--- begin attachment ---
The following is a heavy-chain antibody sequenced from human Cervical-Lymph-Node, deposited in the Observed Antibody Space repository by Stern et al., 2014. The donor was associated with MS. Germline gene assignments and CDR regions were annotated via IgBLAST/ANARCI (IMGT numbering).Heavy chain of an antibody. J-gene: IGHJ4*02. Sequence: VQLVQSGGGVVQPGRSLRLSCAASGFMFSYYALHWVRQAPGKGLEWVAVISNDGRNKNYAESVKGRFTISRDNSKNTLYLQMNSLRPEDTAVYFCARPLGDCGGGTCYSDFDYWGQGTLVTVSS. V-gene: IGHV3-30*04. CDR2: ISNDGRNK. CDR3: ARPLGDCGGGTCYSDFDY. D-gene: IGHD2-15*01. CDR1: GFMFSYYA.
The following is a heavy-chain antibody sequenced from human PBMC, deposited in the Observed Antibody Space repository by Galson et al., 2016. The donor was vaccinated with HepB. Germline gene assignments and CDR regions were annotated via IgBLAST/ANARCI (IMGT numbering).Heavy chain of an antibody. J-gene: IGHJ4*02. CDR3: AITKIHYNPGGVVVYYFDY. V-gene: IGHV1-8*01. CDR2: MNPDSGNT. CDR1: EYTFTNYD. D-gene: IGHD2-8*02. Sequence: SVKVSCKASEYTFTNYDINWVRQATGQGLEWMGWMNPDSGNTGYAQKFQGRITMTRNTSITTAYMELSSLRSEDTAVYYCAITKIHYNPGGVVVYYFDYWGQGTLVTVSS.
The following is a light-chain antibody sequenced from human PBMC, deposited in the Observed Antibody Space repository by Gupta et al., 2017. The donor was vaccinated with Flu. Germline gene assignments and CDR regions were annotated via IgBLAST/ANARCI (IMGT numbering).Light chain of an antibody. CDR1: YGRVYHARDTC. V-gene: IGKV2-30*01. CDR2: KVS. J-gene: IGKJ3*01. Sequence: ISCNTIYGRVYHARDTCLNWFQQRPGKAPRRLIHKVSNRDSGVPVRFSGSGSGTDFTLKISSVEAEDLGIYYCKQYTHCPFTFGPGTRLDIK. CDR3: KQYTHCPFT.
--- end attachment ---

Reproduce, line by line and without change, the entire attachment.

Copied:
The following is a heavy-chain antibody sequenced from human Cervical-Lymph-Node, deposited in the Observed Antibody Space repository by Stern et al., 2014. The donor was associated with MS. Germline gene assignments and CDR regions were annotated via IgBLAST/ANARCI (IMGT numbering).Heavy chain of an antibody. J-gene: IGHJ4*02. Sequence: VQLVQSGGGVVQPGRSLRLSCAASGFMFSYYALHWVRQAPGKGLEWVAVISNDGRNKNYAESVKGRFTISRDNSKNTLYLQMNSLRPEDTAVYFCARPLGDCGGGTCYSDFDYWGQGTLVTVSS. V-gene: IGHV3-30*04. CDR2: ISNDGRNK. CDR3: ARPLGDCGGGTCYSDFDY. D-gene: IGHD2-15*01. CDR1: GFMFSYYA.
The following is a heavy-chain antibody sequenced from human PBMC, deposited in the Observed Antibody Space repository by Galson et al., 2016. The donor was vaccinated with HepB. Germline gene assignments and CDR regions were annotated via IgBLAST/ANARCI (IMGT numbering).Heavy chain of an antibody. J-gene: IGHJ4*02. CDR3: AITKIHYNPGGVVVYYFDY. V-gene: IGHV1-8*01. CDR2: MNPDSGNT. CDR1: EYTFTNYD. D-gene: IGHD2-8*02. Sequence: SVKVSCKASEYTFTNYDINWVRQATGQGLEWMGWMNPDSGNTGYAQKFQGRITMTRNTSITTAYMELSSLRSEDTAVYYCAITKIHYNPGGVVVYYFDYWGQGTLVTVSS.
The following is a light-chain antibody sequenced from human PBMC, deposited in the Observed Antibody Space repository by Gupta et al., 2017. The donor was vaccinated with Flu. Germline gene assignments and CDR regions were annotated via IgBLAST/ANARCI (IMGT numbering).Light chain of an antibody. CDR1: YGRVYHARDTC. V-gene: IGKV2-30*01. CDR2: KVS. J-gene: IGKJ3*01. Sequence: ISCNTIYGRVYHARDTCLNWFQQRPGKAPRRLIHKVSNRDSGVPVRFSGSGSGTDFTLKISSVEAEDLGIYYCKQYTHCPFTFGPGTRLDIK. CDR3: KQYTHCPFT.